It sounds like a perfect, win-win solution for both the nation's farm economy and its energy needs. According to the National Corn Growers Association, ethanol production could make 1.4 billion bushels of corn "disappear" in 2004 ... enough to replace more than 2 billion gallons of gasoline and provide a much-needed market for farmers stricken with chronically low corn prices.Like when the Norse were dying in Greenland, they refused to change their culture and adapt to deteriorating conditions and ended up eating their sheep and milk cows and then starved to death, we, too, don't want to change anything and would rather starve part of humanity so we can burn corn rather than change even slightly.
There's just one catch: According to scientists in New York and California, it takes more energy to make ethanol than you get back in fuel savings. More precisely, says David Pimentel of Cornell University, it takes the equivalent of 1.29 gallons of gasoline to produce enough ethanol to replace one gallon of gasoline at the pump. Instead of making the nation more energy self-sufficient, ethanol production actually increases our need for oil and gas imports, Pimentel says.
The cheap price of corn is due only to the cheap price of fuel. Farmers can grow and harvest corn easily and thanks to fertilizers, they can do this without regard to the balance of nature, but this is a temporary situation. The fields have to be ploughed, then sown, then maintained, all requiring fuel expenditures, then harvested, processed, transported and then in order to turn it into fuel, energy has to be applied yet again!
This is why the economy of horses and oxen made sense for eons. My ox team produced tons of manure which they then hauled around the farm for me and I used it to enrich the soil. The sheep pen in winter was the vegetable garden. Their piss enriched the soil which is why, in medieval times, people fought in courts over who gets to pen the sheep in winter.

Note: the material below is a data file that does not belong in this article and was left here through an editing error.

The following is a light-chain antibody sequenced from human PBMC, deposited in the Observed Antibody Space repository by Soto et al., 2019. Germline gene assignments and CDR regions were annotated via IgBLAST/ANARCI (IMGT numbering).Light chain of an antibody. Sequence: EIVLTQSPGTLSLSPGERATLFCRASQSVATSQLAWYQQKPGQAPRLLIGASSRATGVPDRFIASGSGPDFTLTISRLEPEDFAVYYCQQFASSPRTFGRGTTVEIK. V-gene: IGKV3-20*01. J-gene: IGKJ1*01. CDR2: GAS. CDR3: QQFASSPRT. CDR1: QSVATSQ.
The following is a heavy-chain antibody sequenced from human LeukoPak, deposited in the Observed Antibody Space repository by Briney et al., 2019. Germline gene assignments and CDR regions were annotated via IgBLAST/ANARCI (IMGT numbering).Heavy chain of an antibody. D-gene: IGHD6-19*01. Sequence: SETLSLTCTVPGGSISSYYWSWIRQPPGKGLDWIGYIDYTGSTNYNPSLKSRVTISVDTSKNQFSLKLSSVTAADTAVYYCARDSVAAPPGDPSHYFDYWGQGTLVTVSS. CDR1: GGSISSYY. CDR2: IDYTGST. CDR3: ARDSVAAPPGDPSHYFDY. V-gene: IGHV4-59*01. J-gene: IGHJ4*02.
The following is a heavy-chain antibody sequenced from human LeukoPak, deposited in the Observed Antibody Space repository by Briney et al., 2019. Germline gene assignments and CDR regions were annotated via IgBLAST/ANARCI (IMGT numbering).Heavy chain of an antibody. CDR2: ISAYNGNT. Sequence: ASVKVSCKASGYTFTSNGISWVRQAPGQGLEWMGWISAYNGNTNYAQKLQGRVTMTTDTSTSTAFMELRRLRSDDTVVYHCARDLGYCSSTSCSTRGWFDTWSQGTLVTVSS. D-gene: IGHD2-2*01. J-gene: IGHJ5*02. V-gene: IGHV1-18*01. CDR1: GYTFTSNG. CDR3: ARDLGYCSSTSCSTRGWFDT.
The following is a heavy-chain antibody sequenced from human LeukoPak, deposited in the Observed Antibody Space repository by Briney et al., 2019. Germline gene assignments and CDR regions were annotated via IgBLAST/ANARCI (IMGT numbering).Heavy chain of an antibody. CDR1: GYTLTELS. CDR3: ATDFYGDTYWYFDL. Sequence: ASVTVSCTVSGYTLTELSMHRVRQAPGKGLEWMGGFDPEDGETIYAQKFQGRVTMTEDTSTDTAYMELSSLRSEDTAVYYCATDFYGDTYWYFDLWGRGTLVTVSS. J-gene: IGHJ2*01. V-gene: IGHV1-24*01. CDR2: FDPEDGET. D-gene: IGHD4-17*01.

Big oil companies are driving advertising campaigns warning that the world is running out of oil and calling on the public to help the industry.This is infuriating, to say the least. When we campaigned about the Hubbert Oil Peak, they were lobbying Congress and corrupting our political system via campaign money funneled to the GOP to get them into power so they could make our situation much worse, now they are warning us?
ExxonMobil, the world's largest energy group, said in a recent advertisement: "The world faces enormous energy challenges. There are no easy answers," according to a story of Financial Times published on Friday.
And ExxonMobil's statistics back up the sentiment. In The Outlook for Energy: A 2030 View, the Irving, Texas-based company forecasts that oil production outside the Organization of the Petroleum Exporting Countries, the cartel that controls three-quarters of the world's oil reserves, will reach its peak injust five years.
Chevron, the second-largest energy group in the United States, sends a similar message, but goes two steps further. "One thing isclear: The era of easy oil is over. We call upon scientists and educators, politicians and policy-makers, environmentalists, leaders of industry and each one of you to be part of reshaping the next era of energy. Inaction is not an option," was the message in a recent advertising campaign.
Meanwhile, a recent simulation exercise showed that terrorists struck oil facilities in the US and Saudi Arabia, pushing oil prices to a record 120 dollars. It goes further to "project" that oil price might rocket to 160 dollars a barrel, after a "simulated" violence in Saudi Arabia which causes evacuation of foreign nationals with oil expertise, ending the country's ability to increase oil production.The pessimist in me often says, in the bitter end, in an attempt to cling to the dying Oil Era Civilization, humans will start WWIII and will rush to kill off each other so the survivors can consume oil to their heart's content because all the competitors for it will be dead.
However, a senior executive at an oil company not involved in the advertising campaigns speculated that his counterparts were attempting to buy themselves some slack to go after the messier, more expensive, dirty oil. Another executive said it may buy some sympathy for the difficulty many companies are having in increasing their production and reserves.
Saving the environment makes sense but as Jarrad notes in his best seller book about failed cultures: people would rather turn cannibal than stop doing destructive things that are driving them into annihilation.